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My 93-year old father is in hospice at home in Oklahoma. He fell recently and the hospice doctor and nurse confined him to bed. He now requires 24/7 care. We´ve hired a retired CNA who was looking for some work as a private caregiver. She´s not with an agency. At this rate, his money runs out in 3 months if he stays in his rented apartment. If he were to move to a nursing facility, his money would last 3 times longer. It´s inevitable, should he linger longer than 4-8 weeks more, that we should think of putting him in a nursing facility so his money lasts 3 times longer. My question..for him to qualify for Medicaid after his money is gone, will the fact that we are currently paying a retired CNA instead of someone from an agency work against us? He will at some point need to go on Medicaid. And I´m concerned that Medicaid may not consider paying her as acceptable caregiving as we ¨spend-down¨ his assets so that Medicaid can kick in. In other words, would we be better off in the long-run to hire in-home care from an agency instead of paying a retired CNA privately? Are canceled checks considered enough proof?

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Your question is timely about private pay to caregivers Get the current December 2017 issue of Consumer Reports. If it is not at the newsstand then locate it at the library.
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Usually when someone is in hospice care they're within 6 months(I'm pretty sure it's a rule) they're of dying determined by a doctor. A nursing home may not be able to or want to take care of him. You may not be able to take care of him either----that's why he's in hospice care.! I would check with the nursing home first and medicaid to see what type of help they will pay for.
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Caregiver probably cannot get 1099 MISC as they can’t meet the IRS 20 point criteria for contract labor. They work in your home as a domestic / household employee so get W2. If more than $1900 per year, you have to take SS & MediCARE (FICAs) out as well, if more than 1k in a qtr have to add in unemployment tax as well.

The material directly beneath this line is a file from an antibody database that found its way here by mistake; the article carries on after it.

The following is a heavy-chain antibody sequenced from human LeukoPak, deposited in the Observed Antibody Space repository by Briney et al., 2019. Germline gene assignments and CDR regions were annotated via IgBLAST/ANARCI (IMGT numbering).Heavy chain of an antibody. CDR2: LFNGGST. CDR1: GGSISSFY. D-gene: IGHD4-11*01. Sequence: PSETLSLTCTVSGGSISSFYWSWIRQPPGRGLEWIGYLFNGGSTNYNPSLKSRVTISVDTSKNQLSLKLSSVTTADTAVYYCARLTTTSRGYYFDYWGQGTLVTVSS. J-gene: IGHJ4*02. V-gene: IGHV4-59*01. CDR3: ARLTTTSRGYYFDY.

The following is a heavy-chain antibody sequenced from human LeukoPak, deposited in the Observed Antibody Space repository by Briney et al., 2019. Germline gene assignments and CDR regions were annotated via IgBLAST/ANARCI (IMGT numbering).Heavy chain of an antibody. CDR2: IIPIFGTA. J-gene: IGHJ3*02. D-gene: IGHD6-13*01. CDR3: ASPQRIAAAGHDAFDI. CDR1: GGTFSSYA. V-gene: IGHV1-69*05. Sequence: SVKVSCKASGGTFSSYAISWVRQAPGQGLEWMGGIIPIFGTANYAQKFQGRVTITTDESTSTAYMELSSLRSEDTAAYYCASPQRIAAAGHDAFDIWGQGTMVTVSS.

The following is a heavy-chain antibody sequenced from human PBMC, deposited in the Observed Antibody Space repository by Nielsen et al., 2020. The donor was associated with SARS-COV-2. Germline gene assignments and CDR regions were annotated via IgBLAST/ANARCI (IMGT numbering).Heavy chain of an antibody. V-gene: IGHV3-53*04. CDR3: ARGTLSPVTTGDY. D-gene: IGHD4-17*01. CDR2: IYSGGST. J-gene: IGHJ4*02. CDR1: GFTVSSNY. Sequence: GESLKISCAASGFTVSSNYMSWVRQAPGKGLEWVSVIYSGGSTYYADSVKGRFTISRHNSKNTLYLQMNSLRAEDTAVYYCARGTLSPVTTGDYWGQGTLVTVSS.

IRS has a form SS-8, that you can submit to make the determination.

Also pls check your homeowners policy to see what coverage for caregivers if they should get hurt while on your property. Ditto for car insurance if she’s driving him to medical appointments.

Yeah it’s paperwork. Or you could do it and ask forgiveness later. If so, on any checks make them out as Jane Jones CNA & put hourly wage in check description area; & have her submit an invoice to dad every week so it’s very consistent & business like. No casual accounting & no cash paid out ever. Keep all as you as dads dpoa may have to answer to both IRS and Medicaid later on in 2018 and in detail.

For all these reasons families find its simpler to go with an agency.
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NorDoc, If the cna is an independent contractor, you will have to issue her a 1099. You must do this correctly with all required documentation. See an elder law attorney. Without a paper trail Medicaid may very well consider the payments to the cna as a gift and subject to penalty. Going through an agency would have been much simpler.
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However this is worked out legally, I would notify the retired caregiver that reporting is required by you, because she would have to report her extra income to Social Security and the IRS, perhaps agreeing to provide her with a 1099 form as an independent contractor for earnings over $600 for the year.
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Just a suggestion but, if hiring a person as you have mentioned you are responsible for paying or deducting all taxes to Social Security and the IRS, perhaps also local employee taxes.
As for the rest of your question, I would contact an accountant or contact Medicaid and verify their answer.
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